ciestar

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I am non us IMG live in USA and working in medical field, i finished step1 in 3 attempts 196 and step 2ck in 1st attempt 213 ,going to finish cs and step 3 before i apply.
What are my chances to match to FM
Anywhere in tge country i am working to get strong clinical experience in FM to compensate my bad scores history.
Zero chance with two step failures and a barely passing score and poor CK.
 
Aug 15, 2019
19
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If you would like to ask about your chances of getting into a family medicine residency, please post in this sticky here!
How long before i must apply to get observerships or hands on clinical experience for FM? Whats the criteria for getting observerships? And where do I find the programs that will take me in?
 

JohnWill30

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Jun 14, 2015
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Are there diminishing returns on step scores above 230? 240? Would having higher scores like this make you very competitive at every/most FM programs?
 
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Sardonix

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Are there diminishing returns on step scores above 230? 240? Would having higher scores like this make you very competitive at every/most FM programs?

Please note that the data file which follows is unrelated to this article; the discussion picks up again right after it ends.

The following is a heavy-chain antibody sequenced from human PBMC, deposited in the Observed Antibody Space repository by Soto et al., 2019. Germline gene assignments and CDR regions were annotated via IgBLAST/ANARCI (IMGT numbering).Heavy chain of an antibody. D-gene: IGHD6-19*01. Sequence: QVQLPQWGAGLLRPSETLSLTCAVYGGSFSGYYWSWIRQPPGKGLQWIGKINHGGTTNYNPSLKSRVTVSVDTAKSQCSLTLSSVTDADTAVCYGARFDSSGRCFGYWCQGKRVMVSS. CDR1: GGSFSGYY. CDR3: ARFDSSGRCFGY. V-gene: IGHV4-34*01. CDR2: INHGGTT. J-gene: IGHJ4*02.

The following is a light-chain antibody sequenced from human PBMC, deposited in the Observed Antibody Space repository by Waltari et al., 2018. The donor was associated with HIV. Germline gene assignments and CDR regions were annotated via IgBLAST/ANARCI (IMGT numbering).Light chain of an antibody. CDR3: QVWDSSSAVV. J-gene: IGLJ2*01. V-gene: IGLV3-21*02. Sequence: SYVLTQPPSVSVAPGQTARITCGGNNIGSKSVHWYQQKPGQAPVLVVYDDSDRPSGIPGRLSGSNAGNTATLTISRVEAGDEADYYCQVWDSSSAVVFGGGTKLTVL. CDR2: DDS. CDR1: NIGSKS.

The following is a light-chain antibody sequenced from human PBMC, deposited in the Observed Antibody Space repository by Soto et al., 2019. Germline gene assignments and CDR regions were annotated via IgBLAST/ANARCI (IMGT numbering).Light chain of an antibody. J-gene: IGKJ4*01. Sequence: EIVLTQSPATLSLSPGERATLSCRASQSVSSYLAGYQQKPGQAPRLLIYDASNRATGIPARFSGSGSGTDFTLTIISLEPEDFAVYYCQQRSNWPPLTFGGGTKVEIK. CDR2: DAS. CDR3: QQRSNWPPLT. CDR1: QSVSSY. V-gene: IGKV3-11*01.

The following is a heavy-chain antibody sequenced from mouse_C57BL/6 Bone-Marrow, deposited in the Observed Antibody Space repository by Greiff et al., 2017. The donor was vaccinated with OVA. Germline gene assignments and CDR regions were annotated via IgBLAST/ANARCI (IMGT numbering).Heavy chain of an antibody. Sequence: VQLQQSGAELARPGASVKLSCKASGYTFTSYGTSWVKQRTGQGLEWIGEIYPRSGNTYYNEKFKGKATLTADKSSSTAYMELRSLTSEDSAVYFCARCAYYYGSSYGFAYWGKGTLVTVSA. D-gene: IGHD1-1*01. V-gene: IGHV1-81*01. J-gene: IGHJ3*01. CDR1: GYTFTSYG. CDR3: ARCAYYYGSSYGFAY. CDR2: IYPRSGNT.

Higher board scores rarely hurt. But if you have high board scores and nothing else and can't interview well you may experience diminishing returns compared to someone with average scores but great LORS/preceptor commentary and personal statement.
 

Bobbbyyyy

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Aug 8, 2015
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228/229/223/CS pass 1st attempts need visa non US IMG
carrib student
USCE 2 years during my 3rd and 4th year
3 poster presentations
YOG 2018
3 LORS - 1 FM


what are my chances guys of getting interviews? it seems like visa is becoming a bigger issue for FM more so than even IM
how can I increase my chances
thanks
 
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Domer2Doc

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May 15, 2016
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Hi all! Just posting here to solicit input on how I can best orient myself to succeed in a future primary care or Hem/Onc career!

I'm an M1 at a low-tier, newer US MD school in the midwest. My interests in general order as as follows:
1) FM
2) Med-Peds
3) IM
4) IM --> Hem/Onc
5) Surgical Oncology (not likely, but the only way I go into surgery whatsoever)

I don't really think I'll fall more in love with other paths (though I don't want to be close-minded). I'm an older non-trad and have worked in a myriad of other practice settings (surgical, Derm, etc) that just don't interest me as much. I've basically been a generalist in my academic and professional career my entire adult life and really only see Hem/Onc as the type of specialty that might truly catch my eye.